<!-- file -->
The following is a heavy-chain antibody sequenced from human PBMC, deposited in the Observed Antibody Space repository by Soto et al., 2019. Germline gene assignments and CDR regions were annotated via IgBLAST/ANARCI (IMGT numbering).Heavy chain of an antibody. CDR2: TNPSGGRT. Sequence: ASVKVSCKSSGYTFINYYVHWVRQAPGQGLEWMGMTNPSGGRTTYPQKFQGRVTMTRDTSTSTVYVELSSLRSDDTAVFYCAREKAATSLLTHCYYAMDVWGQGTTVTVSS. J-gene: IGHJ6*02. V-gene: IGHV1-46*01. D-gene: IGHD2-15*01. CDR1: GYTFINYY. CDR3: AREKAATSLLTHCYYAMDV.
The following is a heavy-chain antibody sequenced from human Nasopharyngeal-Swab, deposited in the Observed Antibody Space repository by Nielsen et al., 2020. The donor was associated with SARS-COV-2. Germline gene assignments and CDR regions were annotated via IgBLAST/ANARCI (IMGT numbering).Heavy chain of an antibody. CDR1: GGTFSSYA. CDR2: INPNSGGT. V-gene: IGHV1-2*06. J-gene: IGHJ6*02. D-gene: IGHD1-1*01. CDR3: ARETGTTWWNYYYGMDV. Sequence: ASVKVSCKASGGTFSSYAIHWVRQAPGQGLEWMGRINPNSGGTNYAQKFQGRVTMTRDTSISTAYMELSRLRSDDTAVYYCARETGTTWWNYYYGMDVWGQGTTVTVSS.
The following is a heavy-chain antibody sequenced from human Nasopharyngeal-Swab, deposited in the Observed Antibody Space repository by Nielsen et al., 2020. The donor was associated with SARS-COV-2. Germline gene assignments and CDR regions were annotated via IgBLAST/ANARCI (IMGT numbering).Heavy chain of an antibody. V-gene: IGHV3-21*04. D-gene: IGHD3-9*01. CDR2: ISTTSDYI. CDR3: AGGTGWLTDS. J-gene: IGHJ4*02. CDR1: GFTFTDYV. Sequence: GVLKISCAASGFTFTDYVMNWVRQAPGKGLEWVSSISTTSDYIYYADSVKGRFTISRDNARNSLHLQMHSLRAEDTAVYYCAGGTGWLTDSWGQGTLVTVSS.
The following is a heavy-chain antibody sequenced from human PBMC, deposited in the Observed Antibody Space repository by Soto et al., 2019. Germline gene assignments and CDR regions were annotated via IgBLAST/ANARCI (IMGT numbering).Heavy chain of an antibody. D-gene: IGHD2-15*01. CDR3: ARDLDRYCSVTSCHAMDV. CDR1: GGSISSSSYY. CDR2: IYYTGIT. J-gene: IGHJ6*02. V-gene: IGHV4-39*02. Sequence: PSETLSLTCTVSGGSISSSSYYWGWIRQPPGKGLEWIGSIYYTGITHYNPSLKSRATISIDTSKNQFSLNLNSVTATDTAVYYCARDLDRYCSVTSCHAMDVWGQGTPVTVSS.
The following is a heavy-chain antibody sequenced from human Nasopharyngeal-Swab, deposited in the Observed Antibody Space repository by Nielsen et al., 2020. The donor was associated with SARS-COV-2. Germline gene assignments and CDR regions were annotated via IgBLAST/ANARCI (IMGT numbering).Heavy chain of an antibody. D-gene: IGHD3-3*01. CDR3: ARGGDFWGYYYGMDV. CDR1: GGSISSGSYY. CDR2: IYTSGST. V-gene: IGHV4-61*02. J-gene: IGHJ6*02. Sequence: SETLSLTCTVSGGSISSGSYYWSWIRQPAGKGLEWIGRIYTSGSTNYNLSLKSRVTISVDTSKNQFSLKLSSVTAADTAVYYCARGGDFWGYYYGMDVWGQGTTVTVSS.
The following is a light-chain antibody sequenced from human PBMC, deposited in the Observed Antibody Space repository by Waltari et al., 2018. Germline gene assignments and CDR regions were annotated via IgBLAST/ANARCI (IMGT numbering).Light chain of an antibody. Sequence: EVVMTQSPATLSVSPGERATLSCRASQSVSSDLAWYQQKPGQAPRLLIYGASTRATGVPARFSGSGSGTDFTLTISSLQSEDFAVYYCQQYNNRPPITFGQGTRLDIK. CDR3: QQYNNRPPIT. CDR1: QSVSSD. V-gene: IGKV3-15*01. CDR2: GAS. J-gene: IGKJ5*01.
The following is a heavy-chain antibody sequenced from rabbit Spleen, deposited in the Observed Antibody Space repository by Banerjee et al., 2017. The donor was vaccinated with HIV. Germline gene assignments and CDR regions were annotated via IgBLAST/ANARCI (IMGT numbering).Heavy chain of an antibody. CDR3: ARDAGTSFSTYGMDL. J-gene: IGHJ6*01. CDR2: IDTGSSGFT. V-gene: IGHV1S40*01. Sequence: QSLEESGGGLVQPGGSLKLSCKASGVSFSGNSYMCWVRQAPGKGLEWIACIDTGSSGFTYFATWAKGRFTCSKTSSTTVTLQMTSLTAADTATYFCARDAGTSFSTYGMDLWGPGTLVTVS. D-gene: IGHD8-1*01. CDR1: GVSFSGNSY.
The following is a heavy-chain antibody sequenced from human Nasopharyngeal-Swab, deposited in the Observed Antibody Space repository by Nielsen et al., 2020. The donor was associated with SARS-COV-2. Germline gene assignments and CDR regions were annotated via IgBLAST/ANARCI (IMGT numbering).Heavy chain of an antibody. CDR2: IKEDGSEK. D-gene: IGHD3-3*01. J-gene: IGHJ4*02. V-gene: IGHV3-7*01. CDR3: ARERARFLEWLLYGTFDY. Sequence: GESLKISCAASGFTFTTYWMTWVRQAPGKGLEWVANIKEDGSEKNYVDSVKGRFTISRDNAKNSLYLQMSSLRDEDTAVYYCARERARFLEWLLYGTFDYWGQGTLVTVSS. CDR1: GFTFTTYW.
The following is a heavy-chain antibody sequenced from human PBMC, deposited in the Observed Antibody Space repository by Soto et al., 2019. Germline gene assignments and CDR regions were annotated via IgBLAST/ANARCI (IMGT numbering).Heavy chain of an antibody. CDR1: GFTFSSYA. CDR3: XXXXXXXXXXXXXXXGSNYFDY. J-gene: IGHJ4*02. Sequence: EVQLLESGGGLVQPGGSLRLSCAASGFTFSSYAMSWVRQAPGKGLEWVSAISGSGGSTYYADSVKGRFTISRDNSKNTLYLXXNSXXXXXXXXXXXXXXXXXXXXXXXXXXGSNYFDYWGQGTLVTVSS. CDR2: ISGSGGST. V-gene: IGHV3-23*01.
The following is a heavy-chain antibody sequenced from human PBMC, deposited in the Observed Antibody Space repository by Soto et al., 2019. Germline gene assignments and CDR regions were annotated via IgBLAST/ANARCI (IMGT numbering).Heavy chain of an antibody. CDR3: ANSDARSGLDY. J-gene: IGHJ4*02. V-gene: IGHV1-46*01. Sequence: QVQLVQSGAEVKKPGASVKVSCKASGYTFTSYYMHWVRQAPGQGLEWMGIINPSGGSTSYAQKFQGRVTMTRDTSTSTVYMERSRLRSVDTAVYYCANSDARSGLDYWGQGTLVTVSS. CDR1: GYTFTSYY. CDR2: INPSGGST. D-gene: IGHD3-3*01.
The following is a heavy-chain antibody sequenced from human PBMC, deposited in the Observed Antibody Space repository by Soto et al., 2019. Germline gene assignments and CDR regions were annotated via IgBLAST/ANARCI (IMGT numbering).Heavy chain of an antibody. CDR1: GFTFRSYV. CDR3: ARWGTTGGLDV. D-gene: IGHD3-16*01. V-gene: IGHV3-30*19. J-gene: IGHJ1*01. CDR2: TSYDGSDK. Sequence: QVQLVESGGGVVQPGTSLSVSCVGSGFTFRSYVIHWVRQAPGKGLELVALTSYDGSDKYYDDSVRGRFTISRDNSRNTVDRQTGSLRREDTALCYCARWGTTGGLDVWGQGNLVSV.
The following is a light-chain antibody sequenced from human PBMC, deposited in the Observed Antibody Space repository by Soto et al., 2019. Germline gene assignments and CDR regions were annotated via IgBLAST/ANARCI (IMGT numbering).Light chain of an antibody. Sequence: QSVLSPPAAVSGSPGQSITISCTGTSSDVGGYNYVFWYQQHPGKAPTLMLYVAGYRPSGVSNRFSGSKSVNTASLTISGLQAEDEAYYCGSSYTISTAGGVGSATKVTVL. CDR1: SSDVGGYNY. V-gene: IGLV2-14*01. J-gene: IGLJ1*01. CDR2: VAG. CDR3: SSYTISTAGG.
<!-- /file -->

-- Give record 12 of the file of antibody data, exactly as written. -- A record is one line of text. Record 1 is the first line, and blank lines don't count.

The following is a light-chain antibody sequenced from human PBMC, deposited in the Observed Antibody Space repository by Soto et al., 2019. Germline gene assignments and CDR regions were annotated via IgBLAST/ANARCI (IMGT numbering).Light chain of an antibody. Sequence: QSVLSPPAAVSGSPGQSITISCTGTSSDVGGYNYVFWYQQHPGKAPTLMLYVAGYRPSGVSNRFSGSKSVNTASLTISGLQAEDEAYYCGSSYTISTAGGVGSATKVTVL. CDR1: SSDVGGYNY. V-gene: IGLV2-14*01. J-gene: IGLJ1*01. CDR2: VAG. CDR3: SSYTISTAGG.